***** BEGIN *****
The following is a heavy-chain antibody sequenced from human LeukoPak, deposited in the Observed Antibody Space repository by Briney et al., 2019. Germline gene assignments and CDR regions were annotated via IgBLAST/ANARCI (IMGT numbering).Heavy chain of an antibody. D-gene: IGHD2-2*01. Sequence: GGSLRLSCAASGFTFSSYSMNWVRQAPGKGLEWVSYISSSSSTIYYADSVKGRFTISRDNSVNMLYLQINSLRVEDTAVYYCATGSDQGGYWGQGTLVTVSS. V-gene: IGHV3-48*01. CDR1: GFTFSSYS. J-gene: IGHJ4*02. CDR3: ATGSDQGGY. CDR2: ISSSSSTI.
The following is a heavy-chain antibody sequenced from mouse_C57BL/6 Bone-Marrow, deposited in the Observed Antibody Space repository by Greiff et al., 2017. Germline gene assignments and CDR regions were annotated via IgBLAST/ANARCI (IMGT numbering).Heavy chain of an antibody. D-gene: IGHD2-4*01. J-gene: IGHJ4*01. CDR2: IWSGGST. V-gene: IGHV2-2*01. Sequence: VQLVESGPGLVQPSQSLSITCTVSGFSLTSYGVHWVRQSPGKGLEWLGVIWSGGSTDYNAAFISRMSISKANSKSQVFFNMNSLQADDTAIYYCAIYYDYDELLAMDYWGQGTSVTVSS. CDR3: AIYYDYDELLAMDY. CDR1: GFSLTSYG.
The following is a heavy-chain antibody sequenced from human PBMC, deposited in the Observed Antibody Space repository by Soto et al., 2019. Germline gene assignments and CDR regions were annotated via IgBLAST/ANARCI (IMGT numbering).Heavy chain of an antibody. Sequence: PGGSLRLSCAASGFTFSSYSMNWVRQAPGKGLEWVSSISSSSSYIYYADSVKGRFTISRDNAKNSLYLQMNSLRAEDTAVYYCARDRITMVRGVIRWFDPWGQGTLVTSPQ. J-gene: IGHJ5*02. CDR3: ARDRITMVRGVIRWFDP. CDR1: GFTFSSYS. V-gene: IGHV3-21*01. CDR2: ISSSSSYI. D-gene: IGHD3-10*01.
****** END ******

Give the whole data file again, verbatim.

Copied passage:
The following is a heavy-chain antibody sequenced from human LeukoPak, deposited in the Observed Antibody Space repository by Briney et al., 2019. Germline gene assignments and CDR regions were annotated via IgBLAST/ANARCI (IMGT numbering).Heavy chain of an antibody. D-gene: IGHD2-2*01. Sequence: GGSLRLSCAASGFTFSSYSMNWVRQAPGKGLEWVSYISSSSSTIYYADSVKGRFTISRDNSVNMLYLQINSLRVEDTAVYYCATGSDQGGYWGQGTLVTVSS. V-gene: IGHV3-48*01. CDR1: GFTFSSYS. J-gene: IGHJ4*02. CDR3: ATGSDQGGY. CDR2: ISSSSSTI.
The following is a heavy-chain antibody sequenced from mouse_C57BL/6 Bone-Marrow, deposited in the Observed Antibody Space repository by Greiff et al., 2017. Germline gene assignments and CDR regions were annotated via IgBLAST/ANARCI (IMGT numbering).Heavy chain of an antibody. D-gene: IGHD2-4*01. J-gene: IGHJ4*01. CDR2: IWSGGST. V-gene: IGHV2-2*01. Sequence: VQLVESGPGLVQPSQSLSITCTVSGFSLTSYGVHWVRQSPGKGLEWLGVIWSGGSTDYNAAFISRMSISKANSKSQVFFNMNSLQADDTAIYYCAIYYDYDELLAMDYWGQGTSVTVSS. CDR3: AIYYDYDELLAMDY. CDR1: GFSLTSYG.
The following is a heavy-chain antibody sequenced from human PBMC, deposited in the Observed Antibody Space repository by Soto et al., 2019. Germline gene assignments and CDR regions were annotated via IgBLAST/ANARCI (IMGT numbering).Heavy chain of an antibody. Sequence: PGGSLRLSCAASGFTFSSYSMNWVRQAPGKGLEWVSSISSSSSYIYYADSVKGRFTISRDNAKNSLYLQMNSLRAEDTAVYYCARDRITMVRGVIRWFDPWGQGTLVTSPQ. J-gene: IGHJ5*02. CDR3: ARDRITMVRGVIRWFDP. CDR1: GFTFSSYS. V-gene: IGHV3-21*01. CDR2: ISSSSSYI. D-gene: IGHD3-10*01.